• Secret Life of Pets doesn’t look too intimidating, but:
    • It is more active throughout social media and on the internet, with more different pieces being put forward — than any of the others.  There is some potential for it to surge in coming months.  But for now, it looks like it will be a hit and will probably win its weekend — meaning LOT will likely be denied a second weekend in first place — but it does not project to open so high as to hurt LOT excessively on the second weekend.

The Curious Case of Hollywood Stock Exchange

In the chart — if you look at the last column, you’ll see what each film currently selling at on the Hollywood Stock Exchange..  (For those who aren’t familiar, HSX is “the world’s leading entertainment stock market. At HSX.com, visitors buy and sell virtual shares of celebrities and movies with a currency called the Hollywood Dollar®.”)

So . . . when you look at that the first thought is — oops, LOT is languishing far behind the others.  What does this mean?

First — it’s an indication that the data I’ve crunched above has not yet really made it into the consciousness of the traders on HSX and, one could argue, LOT is undervalued on the exchange.  But this also points to the problem of the film — which is that it’s starting point is a large set of negative expectations on the part the Hollywood cognoscenti, and while the trailer has helped — the film still faces signfiicant headwinds, moreso it would seem, from the “smart guys” than from the average consumers who see the trailer, like it, and are enthusiastic.  If you doubt what I’m talking about, just take a trip over to Deadline Hollywood and read the comments on the LOT trailer article.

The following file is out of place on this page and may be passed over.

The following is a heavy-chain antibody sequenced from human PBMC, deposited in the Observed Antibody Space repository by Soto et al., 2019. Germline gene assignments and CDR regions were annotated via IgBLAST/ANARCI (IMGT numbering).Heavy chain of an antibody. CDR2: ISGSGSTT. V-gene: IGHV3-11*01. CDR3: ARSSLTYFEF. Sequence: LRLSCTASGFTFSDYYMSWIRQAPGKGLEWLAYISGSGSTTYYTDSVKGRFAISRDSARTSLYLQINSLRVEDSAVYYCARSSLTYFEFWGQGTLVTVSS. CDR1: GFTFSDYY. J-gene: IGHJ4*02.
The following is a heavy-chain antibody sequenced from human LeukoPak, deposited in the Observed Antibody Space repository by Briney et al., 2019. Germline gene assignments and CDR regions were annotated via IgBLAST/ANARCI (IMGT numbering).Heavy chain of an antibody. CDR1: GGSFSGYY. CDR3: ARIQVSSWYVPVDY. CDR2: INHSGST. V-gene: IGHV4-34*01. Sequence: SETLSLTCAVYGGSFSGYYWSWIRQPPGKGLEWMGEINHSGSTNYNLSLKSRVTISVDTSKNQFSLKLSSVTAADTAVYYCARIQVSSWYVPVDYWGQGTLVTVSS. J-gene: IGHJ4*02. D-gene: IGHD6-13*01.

Parsing it just a little bit more — look at these HSX charts for the four movies:

Screen Shot 2016-01-17 at 9.40.30 AM

First — note the big surge for LOT from the mid twenties to 57.  That was the effect of the trailer release on Dec 9.  Keep in mind that where it was before the trailer — in the low twenties — was an utter disaster in terms of what the “smart people” were expecting.  That’s a terrible number.  And even after the big surge — it still landed, and remains, far behind the main competition.  Is this meaningful? It’s hard to figure out how it’s good.  It’s a matter of determining how alarming it is, and whether in the end it really matters.  It does show that among those who follow these things closely enough to play on the HSX, LOT is not getting a lot of respect and is not even beating BFG — even though if you were to look at trailer numbers, you’d think it would have to be beating BFG.

The only other film in the batch to receive a big surge like LOT os Secret Life of Pets, which saw its surge come after the release of its first trailer in June 2015.  But as you can see, Secret Life has continued to grow.  Now — the first Secret Life trailer came out in June, not December, and there have been a lot of other things that have come out since then, so this is a much more active promotion.

Is WB Following a Sleeper Hit Strategy?

Recently, since the release of the trailer on December 9, there have been trade shows and “cons” where WB has showcased Suicide Squad and Fantastic Beasts and Where to Find Them — two films that come out AFTER Legend of Tarzan, while doing nothing for LOT.

Is this neglect or strategy?